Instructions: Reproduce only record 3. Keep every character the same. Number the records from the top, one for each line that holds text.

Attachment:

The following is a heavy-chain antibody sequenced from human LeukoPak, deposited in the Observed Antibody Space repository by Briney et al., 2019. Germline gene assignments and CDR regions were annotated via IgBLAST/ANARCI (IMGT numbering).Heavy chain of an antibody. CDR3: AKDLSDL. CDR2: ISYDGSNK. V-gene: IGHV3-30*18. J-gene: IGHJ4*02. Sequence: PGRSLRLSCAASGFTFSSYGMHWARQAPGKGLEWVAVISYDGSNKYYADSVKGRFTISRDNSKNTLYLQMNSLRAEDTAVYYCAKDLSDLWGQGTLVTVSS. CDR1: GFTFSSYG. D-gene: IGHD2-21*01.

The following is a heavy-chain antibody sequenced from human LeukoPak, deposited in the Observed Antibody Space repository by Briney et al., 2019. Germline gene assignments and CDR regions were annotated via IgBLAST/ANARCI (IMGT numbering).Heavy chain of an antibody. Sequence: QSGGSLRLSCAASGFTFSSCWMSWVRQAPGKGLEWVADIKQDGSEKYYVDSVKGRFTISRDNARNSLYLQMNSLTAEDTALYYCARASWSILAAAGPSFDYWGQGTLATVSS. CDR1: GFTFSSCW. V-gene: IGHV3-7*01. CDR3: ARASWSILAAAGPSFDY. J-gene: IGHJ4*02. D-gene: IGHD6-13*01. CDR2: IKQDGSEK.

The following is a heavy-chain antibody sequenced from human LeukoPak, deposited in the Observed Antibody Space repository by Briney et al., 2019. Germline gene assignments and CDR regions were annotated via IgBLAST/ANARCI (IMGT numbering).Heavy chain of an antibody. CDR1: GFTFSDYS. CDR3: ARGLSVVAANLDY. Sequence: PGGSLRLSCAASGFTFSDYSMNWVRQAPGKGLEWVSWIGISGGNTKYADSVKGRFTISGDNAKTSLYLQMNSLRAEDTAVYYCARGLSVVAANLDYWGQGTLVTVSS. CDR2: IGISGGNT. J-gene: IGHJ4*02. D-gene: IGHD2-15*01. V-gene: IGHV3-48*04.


The following is a heavy-chain antibody sequenced from human LeukoPak, deposited in the Observed Antibody Space repository by Briney et al., 2019. Germline gene assignments and CDR regions were annotated via IgBLAST/ANARCI (IMGT numbering).Heavy chain of an antibody. CDR1: GFTFSDYS. CDR3: ARGLSVVAANLDY. Sequence: PGGSLRLSCAASGFTFSDYSMNWVRQAPGKGLEWVSWIGISGGNTKYADSVKGRFTISGDNAKTSLYLQMNSLRAEDTAVYYCARGLSVVAANLDYWGQGTLVTVSS. CDR2: IGISGGNT. J-gene: IGHJ4*02. D-gene: IGHD2-15*01. V-gene: IGHV3-48*04.